BOSTON — In early April, just a few weeks after non-essential businesses in Massachusetts were shut down due to COVID-19, the staff at the Brattle Book Shop noticed that some prominent personalities conducting video interviews from home were seated in front of fairly lackluster bookshelves.
So staffers at the legendary 185-year-old antiquarian bookseller in the heart of downtown Boston offered to help them out. The Brattle has been in the family of Ken Gloss since 1949, when the shop was purchased by his father, George, an American-born son of Jewish immigrants from Lithuania. Ken took over after his dad died in 1985.
In an April 7 Twitter post, they offered their expertise to prospective customers seeking a more sophisticated look — or at least a tidier one, free of worn copies of old paperbacks. The local media took note of the tweet and soon the phone started ringing.
One caller was an epidemiologist who wanted to feature medical books. Another who suddenly found himself conducting business meetings from home wanted to tone down his valuable collection of rare books. Some callers didn’t really care, they just wanted a good-looking selection.
“Books are giving that first impression,” Gloss told the JTA. “What you see of someone’s books tells you about their intellect and their personality, whether you’d like to meet them or not meet them.”
As the world has shifted to virtual gatherings in response to the coronavirus pandemic, millions of people have suddenly gained intimate glimpses of the living rooms and home offices of their friends, co-workers or even strangers who happen to be taking the same online course. And some have grown self-conscious about the image those books are projecting.
Jonathan Sarna, a noted historian of American Judaism, told JTA that he switched to a virtual background after a participant in a webinar he was leading offered to organize the piles of books piled high on his desk.
For those who want to improve the look of their home libraries, Gloss and his staff start by asking about the person’s interests. Then they scour their massive inventory and arrange a selection of books on a shelf. Finally they email a photograph to the prospective customer, who can choose to purchase any or all of them.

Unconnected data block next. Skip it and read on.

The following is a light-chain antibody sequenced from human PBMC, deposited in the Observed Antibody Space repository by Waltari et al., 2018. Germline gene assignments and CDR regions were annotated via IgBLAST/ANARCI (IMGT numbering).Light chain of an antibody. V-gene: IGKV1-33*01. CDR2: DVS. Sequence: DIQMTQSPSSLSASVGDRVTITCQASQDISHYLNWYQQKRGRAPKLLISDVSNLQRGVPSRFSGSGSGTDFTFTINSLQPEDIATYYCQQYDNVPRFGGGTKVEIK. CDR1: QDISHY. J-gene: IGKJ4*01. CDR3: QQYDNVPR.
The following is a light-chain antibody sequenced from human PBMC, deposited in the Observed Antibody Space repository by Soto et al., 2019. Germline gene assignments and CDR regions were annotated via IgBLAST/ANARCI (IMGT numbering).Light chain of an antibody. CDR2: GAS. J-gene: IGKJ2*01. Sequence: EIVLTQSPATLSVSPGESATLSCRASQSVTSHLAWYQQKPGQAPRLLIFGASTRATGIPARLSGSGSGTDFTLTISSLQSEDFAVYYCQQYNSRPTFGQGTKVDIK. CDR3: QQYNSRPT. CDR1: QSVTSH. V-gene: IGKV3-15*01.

A regular on the popular public television program “Antiques Roadshow,” Gloss is a sought-after lecturer and an appraiser for clients that include Harvard University and the FBI. He’s also no stranger to using books as decor, curating selections for set designers who need, say, books from the 1950s. He once supplied 6,000 books with red covers for a movie set.
Over the years, the Brattle has sold 16th- and 17th-century Hebrew Bibles, volumes of the Talmud, a commentary by the medieval Jewish philosopher Moses Maimonides and old cookbooks with kosher recipes.
“It tells a huge amount about society and its values,” Gloss said of the cookbooks.
So what books should Jewish readers consider if they’re looking to spruce up their videoconference backdrops?
For an eye-catching aesthetic, Gloss suggests Marc Chagall’s “The Jerusalem Windows.” For Bostonians, he suggests “The Jews of Boston,” a photo-rich gem co-edited by Sarna, or “The Death of an American Jewish Community,” a timely title that addresses Black-Jewish relations in the city. Books by and about the Boston-born maestro Leonard Bernstein also stand out, he says.
A reader wanting to display Jewish pride might consider books about the late Israeli Prime Minister Golda Meir, Supreme Court Justices Felix Frankfurter or Louis Brandeis, whose letters Gloss has sold. For a sports fan, Gloss suggests titles about Sandy Koufax or Moe Berg, the Major League Baseball catcher who spied for the United States during World War II.
One book that struck a chord with Gloss is “Outwitting History: The Amazing Adventures of a Man Who Rescued a Million Yiddish Books,” by Aaron Lansky, the founder and director of the National Yiddish Book Center. Gloss recalled in vivid detail a passage from the book in which Lansky described visits with elderly Yiddish speakers who insisted on feeding him as they told stories about the cherished books they were passing on.
“We’ve experienced that,” Gloss said. “You’re buying their library. It’s so emotional and so deep to them. They want to talk about it.”
While the bookshelf venture can’t entirely sustain the Brattle, which has been closed for more than two months, Gloss said it has provided some fun for the staff. As of last week, Massachusetts began lifting restrictions on businesses and the Brattle was able to reopen, albeit with restrictions.
The reopening went well, said Gloss, who recently found another reason to celebrate — he became a first-time grandfather, beginning a new generation of book lovers.
“One of my great joys when my children were growing up was reading to them,” he said. “It did not matter exactly what book, but the act of reading. I plan to regularly read to him.”